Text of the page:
Like Strangers


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Scene Title Like Strangers
Synopsis Elisabeth greets her fist dawn in a new timeline with a heart-to-heart.
Date October 23, 2018

Dawn has never looked so alien.

Morning rays of light spill out over the fog-shrouded coastal waters of what was once Manhattan. In the light of day the looming towers of broken glass and crumbling concrete are a visceral reminder of this world’s fate. Gone are the noises of the city, the distant pop of gunfire of the wasteland, and the haunting stillness of the virus-wracked New York. Instead there are the cries of sea birds, the crashing of the surf on barnacle and seaweed-encrusted buildings, and the noise of distant bells and signal horns.

The rooftop of the building Cat lives in has been converted entirely into a communal garden. Wood-framed box planters are set in a grid pattern, growing tall with vegetables and herbs. A handful of unfamiliar-looking residents of the building are up early, picking bugs off of the plants and tending their private gardens. Overhead, a dazzling aurora shimmers like the ethereal hem of a great dress, decked in shades of green and blue and pink.

At the low stone railing that surrounds the rooftop, Elisabeth Harrison has come up here to face the day literally and figuratively. The distant silhouette of the World Trade Center towers to the Southwest took her breath away, and left her momentarily lost as to her placement in the universe.

“That’s never not weird, is it?” She isn't alone in that feeling.

The Pelago


October 23rd

Walter Trafford cuts a meandering path through the gardens from the roof access. Hands tucked into his pockets, head bowed and shoulders hunched, he looks every bit as uncomfortable as a stranger could be in such a strange land. His dark gray, cabled sweater helps fend off the damp cold in the air, but it simply isn't cold enough to be late October in New York. It feels like early autumn, if not warmer.

“Figured I might find you out here,” Walter says as he joins Elisabeth by the railing, leaning over to look down the edge as the breeze plays in coppery hair. He doesn't have an agenda for this conversation, evidenced in the earnest helplessness of his silence.

He assumes she might, though.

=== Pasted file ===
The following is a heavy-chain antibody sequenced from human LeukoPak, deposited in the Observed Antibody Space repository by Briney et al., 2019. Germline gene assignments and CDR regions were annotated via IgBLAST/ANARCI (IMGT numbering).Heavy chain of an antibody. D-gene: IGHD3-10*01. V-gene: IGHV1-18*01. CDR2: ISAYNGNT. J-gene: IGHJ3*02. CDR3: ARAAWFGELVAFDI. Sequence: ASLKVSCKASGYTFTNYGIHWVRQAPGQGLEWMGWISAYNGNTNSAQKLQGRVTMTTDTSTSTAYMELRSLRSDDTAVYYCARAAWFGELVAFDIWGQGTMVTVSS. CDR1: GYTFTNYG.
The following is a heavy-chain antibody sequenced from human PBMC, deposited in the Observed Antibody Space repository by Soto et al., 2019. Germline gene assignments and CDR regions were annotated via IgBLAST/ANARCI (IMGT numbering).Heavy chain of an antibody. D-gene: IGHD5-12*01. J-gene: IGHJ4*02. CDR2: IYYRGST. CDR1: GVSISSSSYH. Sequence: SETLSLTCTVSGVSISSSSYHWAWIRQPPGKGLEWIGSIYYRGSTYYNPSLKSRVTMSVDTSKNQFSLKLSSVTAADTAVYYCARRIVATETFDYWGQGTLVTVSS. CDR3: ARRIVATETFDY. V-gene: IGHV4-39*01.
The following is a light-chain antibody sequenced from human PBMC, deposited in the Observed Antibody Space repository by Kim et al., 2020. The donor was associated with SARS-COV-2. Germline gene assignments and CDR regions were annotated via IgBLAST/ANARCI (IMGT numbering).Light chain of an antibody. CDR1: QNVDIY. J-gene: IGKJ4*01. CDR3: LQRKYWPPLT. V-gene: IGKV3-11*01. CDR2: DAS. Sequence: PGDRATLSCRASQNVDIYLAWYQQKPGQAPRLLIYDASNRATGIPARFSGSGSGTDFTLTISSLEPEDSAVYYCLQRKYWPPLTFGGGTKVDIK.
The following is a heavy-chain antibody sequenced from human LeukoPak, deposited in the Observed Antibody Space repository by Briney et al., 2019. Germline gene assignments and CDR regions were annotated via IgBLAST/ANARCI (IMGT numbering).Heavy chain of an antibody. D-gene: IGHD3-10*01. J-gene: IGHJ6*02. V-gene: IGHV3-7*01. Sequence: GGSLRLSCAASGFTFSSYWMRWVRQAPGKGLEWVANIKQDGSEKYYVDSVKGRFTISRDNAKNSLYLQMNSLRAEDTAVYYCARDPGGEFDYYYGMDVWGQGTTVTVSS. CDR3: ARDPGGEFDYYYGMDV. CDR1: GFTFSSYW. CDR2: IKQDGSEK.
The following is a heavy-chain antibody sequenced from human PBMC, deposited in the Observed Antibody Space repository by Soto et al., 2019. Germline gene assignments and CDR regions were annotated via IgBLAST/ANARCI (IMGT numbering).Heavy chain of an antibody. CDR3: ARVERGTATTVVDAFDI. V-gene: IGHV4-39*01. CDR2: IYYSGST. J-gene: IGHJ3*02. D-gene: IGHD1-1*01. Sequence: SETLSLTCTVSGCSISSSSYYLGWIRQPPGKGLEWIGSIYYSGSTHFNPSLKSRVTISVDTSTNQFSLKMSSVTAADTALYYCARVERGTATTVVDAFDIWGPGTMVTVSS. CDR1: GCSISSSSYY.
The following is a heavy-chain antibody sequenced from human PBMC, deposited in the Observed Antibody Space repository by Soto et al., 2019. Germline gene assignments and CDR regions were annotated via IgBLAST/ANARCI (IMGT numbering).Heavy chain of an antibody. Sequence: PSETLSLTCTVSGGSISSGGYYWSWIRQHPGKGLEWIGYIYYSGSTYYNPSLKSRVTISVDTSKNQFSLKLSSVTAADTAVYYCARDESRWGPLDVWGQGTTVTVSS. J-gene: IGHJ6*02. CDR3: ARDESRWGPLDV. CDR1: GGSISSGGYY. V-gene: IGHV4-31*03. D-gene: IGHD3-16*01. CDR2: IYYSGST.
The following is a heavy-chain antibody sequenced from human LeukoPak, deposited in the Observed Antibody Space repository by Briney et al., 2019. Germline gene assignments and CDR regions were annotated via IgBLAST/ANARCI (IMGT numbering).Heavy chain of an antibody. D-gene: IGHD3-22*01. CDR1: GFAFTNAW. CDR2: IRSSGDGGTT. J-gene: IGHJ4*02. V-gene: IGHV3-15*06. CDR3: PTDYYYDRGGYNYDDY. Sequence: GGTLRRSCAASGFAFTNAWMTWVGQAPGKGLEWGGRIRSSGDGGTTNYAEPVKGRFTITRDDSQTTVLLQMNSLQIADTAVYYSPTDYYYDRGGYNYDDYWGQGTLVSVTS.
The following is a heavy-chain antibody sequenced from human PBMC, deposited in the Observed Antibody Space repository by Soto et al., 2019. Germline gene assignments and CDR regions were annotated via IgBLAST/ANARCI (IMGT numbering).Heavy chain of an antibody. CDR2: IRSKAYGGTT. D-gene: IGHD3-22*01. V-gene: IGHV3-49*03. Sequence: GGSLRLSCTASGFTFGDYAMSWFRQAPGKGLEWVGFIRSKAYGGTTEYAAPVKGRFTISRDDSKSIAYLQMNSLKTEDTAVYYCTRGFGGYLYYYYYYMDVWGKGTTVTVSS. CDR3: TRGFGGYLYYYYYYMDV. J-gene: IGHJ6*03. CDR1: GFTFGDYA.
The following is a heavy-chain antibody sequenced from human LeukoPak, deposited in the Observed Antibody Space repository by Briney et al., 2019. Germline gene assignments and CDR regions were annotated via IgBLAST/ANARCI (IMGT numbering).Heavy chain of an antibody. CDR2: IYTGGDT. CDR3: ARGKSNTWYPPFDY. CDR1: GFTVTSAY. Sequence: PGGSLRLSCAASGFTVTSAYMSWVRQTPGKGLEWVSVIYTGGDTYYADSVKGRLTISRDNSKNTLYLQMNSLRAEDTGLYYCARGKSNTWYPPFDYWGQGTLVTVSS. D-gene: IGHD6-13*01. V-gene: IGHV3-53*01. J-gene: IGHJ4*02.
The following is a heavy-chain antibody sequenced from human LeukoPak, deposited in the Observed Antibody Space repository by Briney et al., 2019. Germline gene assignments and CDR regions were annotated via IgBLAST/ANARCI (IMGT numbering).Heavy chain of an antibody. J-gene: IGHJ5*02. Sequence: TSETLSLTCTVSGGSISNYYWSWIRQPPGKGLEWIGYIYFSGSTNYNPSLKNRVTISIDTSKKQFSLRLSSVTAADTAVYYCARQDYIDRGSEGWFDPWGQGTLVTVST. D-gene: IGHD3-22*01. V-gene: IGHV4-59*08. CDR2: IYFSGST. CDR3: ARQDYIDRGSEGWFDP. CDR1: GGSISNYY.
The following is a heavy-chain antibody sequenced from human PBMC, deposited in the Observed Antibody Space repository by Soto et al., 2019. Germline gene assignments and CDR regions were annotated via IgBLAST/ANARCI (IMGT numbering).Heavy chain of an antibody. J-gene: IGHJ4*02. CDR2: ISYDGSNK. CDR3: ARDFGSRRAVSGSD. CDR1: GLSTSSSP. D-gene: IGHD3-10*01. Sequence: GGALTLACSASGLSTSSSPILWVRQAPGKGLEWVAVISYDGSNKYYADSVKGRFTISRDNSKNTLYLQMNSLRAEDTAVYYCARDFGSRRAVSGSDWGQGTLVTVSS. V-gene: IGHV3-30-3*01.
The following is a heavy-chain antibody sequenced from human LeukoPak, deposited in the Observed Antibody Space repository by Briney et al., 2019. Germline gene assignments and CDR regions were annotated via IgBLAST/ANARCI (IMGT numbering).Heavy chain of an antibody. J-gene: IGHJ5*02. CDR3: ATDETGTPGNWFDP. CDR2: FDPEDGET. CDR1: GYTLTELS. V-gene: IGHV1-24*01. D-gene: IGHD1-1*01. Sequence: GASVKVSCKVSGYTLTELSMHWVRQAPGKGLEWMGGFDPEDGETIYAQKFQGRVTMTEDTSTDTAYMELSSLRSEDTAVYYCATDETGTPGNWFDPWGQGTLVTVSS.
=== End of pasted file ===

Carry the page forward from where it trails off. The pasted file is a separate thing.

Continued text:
"No," Elisabeth replies quietly. "It's never not weird." The World Trade Center and the Aurora above. She turns to face him, hiding the bereft feeling behind a small smile. "Not the first time I've been this far from home, though. I wish I could say I was getting used to it."

With both elbows resting on the rail, she has the sleeves of her fleece-lined jacket tied around her waist over jeans and a long-sleeved black top. Simple, durable clothes that she'd thrown in her backpack before the left the last crazy place… or rather, the one before that, even.

Blue eyes skip back out over the water and she hesitates, then she asks, "Tell me what happened during your left turn at Albuquerque?" She's still trying to parse through a couple of half-formed thoughts. "Do you know when you actually landed?" Maybe it conforms to one of their own jaunts.

“I left not long after the civil war ended,” Walter explains as he looks out over the watery horizon. “Kincaid… he didn't handle things well once the fighting stopped. Kept asking about the people we left behind. Word got around about what folks saw at Natazhat, the lights in the lasers…” He looks down, watching a seagull land on the ledge below, breaking open a crab with its beak.

“Anyway, he wanted me to take him home. Back upstream, so to speak.” Walter shrugs, ambivalently. “We were never close. I don't think meeting his parents again went how he'd wanted. But,” he turns his eyes from the crab and gull to Liz, “I wasn't really sure what t’do with myself either. So… I figured I'd take a walkabout.” And not tell anyone he was leaving, he doesn't bother to explain.

After a moment of silence where he rubs at some coppery stubble coming in on his chin. “We went back home. Found it all still there… none of the civil war had happened differently. It was still our wasteland, and nothing we did changed fuck-all of anything. Hannah and Howard… they'd still be alive if we never left.”

It takes Walter a minute to calm down, scrubbing a hand through his short-clipper hair. “I didn't stay long. I couldn't— face them. I left, like I always do. Nothing different about the how and the when, I just…” He tosses his hands into the air, unable to explain something as ephemeral as his ability.

“You ever pull a muscle?” Walter asks rhetorically. “It felt a lot like that. Whatever happened when I left, it was like… something broke. I felt a pain in my head behind my eyes, in my fucking teeth, and I was falling through a lightning storm.”

After a sigh, Walter motions out to the water. “Eve Mas found me, right where I found you. I woke up on her boat… just a little over three years ago.” He scratches the side of his face, then closes his eyes. “I've been stranded here for three years, Liz. My ability’s fucked, even so much as trying to move from one place to another is excruciating.” His brows furrow, dark eyes cast over to the sea gull tearing meat out of the crab. “Nice to know you and Magnes survived everything.”